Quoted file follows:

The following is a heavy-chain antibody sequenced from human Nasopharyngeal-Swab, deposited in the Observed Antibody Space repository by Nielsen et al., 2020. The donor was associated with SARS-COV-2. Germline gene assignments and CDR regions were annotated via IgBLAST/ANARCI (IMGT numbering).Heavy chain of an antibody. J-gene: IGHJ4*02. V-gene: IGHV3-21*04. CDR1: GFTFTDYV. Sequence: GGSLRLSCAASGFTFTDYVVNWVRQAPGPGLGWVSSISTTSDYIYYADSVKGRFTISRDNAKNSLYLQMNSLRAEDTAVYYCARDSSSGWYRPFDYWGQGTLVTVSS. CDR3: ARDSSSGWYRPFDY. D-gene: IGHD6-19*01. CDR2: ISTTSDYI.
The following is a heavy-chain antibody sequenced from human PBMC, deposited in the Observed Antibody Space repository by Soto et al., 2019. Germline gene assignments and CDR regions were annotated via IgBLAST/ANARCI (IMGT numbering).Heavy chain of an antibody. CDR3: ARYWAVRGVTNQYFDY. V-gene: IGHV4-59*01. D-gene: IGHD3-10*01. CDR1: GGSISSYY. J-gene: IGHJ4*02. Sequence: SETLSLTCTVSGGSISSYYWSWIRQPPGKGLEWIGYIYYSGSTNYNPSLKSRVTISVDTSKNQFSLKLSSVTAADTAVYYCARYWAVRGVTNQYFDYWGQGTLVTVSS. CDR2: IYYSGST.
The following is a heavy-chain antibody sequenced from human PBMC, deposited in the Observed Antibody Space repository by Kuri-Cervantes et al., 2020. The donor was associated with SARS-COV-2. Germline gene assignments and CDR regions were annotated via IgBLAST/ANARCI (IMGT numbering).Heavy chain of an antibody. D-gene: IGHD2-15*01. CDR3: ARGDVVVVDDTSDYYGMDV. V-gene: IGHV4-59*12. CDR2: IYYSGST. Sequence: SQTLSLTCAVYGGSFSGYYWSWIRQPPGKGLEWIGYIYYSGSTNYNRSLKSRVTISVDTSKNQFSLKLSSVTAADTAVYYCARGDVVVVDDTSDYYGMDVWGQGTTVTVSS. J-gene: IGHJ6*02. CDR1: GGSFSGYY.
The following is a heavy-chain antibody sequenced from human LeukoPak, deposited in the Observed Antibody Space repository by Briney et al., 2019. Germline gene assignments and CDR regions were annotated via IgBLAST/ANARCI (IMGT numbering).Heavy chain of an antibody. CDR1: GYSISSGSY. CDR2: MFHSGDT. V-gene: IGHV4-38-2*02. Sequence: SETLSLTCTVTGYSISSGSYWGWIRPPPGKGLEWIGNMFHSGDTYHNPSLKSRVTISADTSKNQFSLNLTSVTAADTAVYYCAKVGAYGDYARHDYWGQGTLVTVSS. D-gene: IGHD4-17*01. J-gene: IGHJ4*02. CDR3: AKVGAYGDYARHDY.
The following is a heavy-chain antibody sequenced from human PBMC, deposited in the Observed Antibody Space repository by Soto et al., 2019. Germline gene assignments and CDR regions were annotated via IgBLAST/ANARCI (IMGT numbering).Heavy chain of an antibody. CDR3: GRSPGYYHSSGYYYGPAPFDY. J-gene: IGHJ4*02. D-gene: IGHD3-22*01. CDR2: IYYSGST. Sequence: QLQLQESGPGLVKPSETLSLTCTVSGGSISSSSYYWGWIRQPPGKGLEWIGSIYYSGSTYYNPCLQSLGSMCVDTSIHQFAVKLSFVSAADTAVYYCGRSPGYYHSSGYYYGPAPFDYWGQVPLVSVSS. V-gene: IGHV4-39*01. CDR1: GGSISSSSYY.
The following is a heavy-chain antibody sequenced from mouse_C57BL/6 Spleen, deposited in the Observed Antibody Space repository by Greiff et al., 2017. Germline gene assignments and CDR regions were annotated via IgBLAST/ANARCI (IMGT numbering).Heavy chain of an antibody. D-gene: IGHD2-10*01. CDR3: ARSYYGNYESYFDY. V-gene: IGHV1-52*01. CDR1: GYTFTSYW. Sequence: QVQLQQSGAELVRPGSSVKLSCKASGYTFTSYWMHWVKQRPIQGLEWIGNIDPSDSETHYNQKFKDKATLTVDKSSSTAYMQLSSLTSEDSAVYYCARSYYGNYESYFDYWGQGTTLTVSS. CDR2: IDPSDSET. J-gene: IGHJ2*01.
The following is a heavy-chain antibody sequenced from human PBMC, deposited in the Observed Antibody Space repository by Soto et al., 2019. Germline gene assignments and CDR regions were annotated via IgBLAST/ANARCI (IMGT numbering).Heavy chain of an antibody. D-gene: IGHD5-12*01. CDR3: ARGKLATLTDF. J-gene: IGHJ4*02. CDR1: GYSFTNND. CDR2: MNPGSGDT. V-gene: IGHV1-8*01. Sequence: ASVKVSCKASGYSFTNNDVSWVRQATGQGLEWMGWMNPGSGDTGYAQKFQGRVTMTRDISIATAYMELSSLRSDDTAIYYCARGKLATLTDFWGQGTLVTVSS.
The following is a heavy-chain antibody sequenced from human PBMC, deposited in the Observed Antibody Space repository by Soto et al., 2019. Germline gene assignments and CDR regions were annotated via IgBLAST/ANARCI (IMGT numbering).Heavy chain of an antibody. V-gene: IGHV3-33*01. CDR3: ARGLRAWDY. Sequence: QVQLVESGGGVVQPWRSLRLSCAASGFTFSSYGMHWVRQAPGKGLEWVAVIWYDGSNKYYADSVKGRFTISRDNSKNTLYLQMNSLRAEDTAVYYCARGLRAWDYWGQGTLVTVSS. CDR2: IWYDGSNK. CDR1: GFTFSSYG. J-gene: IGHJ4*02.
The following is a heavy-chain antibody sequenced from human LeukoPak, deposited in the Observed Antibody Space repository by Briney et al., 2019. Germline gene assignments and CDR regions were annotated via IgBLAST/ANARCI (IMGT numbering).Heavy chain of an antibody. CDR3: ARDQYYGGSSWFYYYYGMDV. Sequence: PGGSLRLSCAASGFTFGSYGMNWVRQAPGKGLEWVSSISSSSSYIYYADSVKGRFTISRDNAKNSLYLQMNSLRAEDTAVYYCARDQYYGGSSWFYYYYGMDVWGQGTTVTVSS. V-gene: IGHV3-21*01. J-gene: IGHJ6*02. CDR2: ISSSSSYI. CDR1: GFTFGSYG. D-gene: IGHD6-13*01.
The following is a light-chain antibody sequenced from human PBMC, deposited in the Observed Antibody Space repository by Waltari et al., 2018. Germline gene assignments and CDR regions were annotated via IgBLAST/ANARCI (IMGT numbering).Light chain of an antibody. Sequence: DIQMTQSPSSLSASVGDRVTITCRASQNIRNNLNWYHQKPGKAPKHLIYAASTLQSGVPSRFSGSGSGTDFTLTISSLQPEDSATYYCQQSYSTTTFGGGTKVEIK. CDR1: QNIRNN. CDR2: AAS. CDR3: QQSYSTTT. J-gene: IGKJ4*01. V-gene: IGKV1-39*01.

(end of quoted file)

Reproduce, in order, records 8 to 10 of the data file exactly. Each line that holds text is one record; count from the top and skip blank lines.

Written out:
The following is a heavy-chain antibody sequenced from human PBMC, deposited in the Observed Antibody Space repository by Soto et al., 2019. Germline gene assignments and CDR regions were annotated via IgBLAST/ANARCI (IMGT numbering).Heavy chain of an antibody. V-gene: IGHV3-33*01. CDR3: ARGLRAWDY. Sequence: QVQLVESGGGVVQPWRSLRLSCAASGFTFSSYGMHWVRQAPGKGLEWVAVIWYDGSNKYYADSVKGRFTISRDNSKNTLYLQMNSLRAEDTAVYYCARGLRAWDYWGQGTLVTVSS. CDR2: IWYDGSNK. CDR1: GFTFSSYG. J-gene: IGHJ4*02.
The following is a heavy-chain antibody sequenced from human LeukoPak, deposited in the Observed Antibody Space repository by Briney et al., 2019. Germline gene assignments and CDR regions were annotated via IgBLAST/ANARCI (IMGT numbering).Heavy chain of an antibody. CDR3: ARDQYYGGSSWFYYYYGMDV. Sequence: PGGSLRLSCAASGFTFGSYGMNWVRQAPGKGLEWVSSISSSSSYIYYADSVKGRFTISRDNAKNSLYLQMNSLRAEDTAVYYCARDQYYGGSSWFYYYYGMDVWGQGTTVTVSS. V-gene: IGHV3-21*01. J-gene: IGHJ6*02. CDR2: ISSSSSYI. CDR1: GFTFGSYG. D-gene: IGHD6-13*01.
The following is a light-chain antibody sequenced from human PBMC, deposited in the Observed Antibody Space repository by Waltari et al., 2018. Germline gene assignments and CDR regions were annotated via IgBLAST/ANARCI (IMGT numbering).Light chain of an antibody. Sequence: DIQMTQSPSSLSASVGDRVTITCRASQNIRNNLNWYHQKPGKAPKHLIYAASTLQSGVPSRFSGSGSGTDFTLTISSLQPEDSATYYCQQSYSTTTFGGGTKVEIK. CDR1: QNIRNN. CDR2: AAS. CDR3: QQSYSTTT. J-gene: IGKJ4*01. V-gene: IGKV1-39*01.